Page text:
Envelope interactions in multi-channel amplitude modulation frequency discrimination by cochlear implant users

John J. Galvin, Sandra I. Oba, Deniz Başkent, Monita Chatterjee, Qian Jie Fu

Research output: Contribution to journalArticle

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Abstract

Rationale Previous cochlear implant (CI) studies have shown that single-channel amplitude modulation frequency discrimination (AMFD) can be improved when coherent modulation is delivered to additional channels. It is unclear whether the multi-channel advantage is due to increased loudness, multiple envelope representations, or to component channels with better temporal processing. Measuring envelope interference may shed light on how modulated channels can be combined. Methods In this study, multi-channel AMFD was measured in CI subjects using a 3-alternative forced-choice, non-adaptive procedure ("which interval is different?"). For the reference stimulus, the reference AM (100 Hz) was delivered to all 3 channels. For the probe stimulus, the target AM (101, 102, 104, 108, 116, 132, 164, 228, or 256 Hz) was delivered to 1 of 3 channels, and the reference AM (100 Hz) delivered to the other 2 channels. The spacing between electrodes was varied to be wide or narrow to test different degrees of channel interaction. Results Results showed that CI subjects were highly sensitive to interactions between the reference and target envelopes. However, performance was non-monotonic as a function of target AM frequency. For the wide spacing, there was significantly less envelope interaction when the target AM was delivered to the basal channel. For the narrow spacing, there was no effect of target AM channel. The present data were also compared to a related previous study in which the target AM was delivered to a single channel or to all 3 channels. AMFD was much better with multiple than with single channels whether the target AM was delivered to 1 of 3 or to all 3 channels. For very small differences between the reference and target AM frequencies (2-4 Hz), there was often greater sensitivity when the target AM was delivered to 1 of 3 channels versus all 3 channels, especially for narrowly spaced electrodes. Conclusions Besides the increased loudness, the present results also suggest that multiple envelope representations may contribute to the multi-channel advantage observed in previous AMFD studies. The different patterns of results for the wide and narrow spacing suggest a peripheral contribution to multi-channel temporal processing. Because the effect of target AM frequency was non-monotonic in this study, adaptive procedures may not be suitable to measure AMFD thresholds with interfering envelopes. Envelope interactions among multiple channels may be quite complex, depending on the envelope information presented to each channel and the relative independence of the stimulated channels.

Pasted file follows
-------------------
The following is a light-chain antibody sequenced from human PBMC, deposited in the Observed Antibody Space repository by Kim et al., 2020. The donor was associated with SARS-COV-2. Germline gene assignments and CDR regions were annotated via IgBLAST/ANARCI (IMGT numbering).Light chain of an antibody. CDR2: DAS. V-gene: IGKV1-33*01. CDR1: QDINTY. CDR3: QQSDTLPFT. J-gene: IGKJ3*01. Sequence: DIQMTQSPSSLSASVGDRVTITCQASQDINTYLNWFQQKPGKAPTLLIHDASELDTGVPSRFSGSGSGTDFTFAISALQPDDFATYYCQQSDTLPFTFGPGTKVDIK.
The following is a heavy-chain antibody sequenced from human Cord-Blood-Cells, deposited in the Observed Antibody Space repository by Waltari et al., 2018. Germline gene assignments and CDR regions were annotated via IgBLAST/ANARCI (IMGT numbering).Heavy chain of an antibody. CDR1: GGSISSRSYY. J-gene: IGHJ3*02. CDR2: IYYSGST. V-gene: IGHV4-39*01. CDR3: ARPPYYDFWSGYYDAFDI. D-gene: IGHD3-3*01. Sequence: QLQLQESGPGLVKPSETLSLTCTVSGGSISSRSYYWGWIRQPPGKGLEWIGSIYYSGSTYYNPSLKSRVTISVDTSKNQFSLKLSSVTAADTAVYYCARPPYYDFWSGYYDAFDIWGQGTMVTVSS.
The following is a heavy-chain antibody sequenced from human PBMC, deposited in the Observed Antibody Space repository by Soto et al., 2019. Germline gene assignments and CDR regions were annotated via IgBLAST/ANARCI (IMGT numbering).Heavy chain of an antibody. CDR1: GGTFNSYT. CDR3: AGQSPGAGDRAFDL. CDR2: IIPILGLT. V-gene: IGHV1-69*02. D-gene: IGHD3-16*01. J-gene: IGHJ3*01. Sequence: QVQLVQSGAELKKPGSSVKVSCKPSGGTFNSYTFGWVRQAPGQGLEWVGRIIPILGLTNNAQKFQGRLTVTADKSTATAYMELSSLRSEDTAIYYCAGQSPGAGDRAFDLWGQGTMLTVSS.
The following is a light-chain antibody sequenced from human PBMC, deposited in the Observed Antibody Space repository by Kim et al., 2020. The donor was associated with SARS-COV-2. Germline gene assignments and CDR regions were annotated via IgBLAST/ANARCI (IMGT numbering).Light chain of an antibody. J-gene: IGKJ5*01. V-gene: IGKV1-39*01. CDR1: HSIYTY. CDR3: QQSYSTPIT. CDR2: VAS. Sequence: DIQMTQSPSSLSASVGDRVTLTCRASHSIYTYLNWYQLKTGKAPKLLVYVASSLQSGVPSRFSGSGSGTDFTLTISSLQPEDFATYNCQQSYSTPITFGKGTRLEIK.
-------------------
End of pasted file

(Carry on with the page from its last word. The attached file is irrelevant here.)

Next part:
Original languageEnglish (US)
Article numbere0139546
JournalPloS one
Volume10
Issue number10
DOIs
StatePublished - Oct 2 2015

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Cochlear implants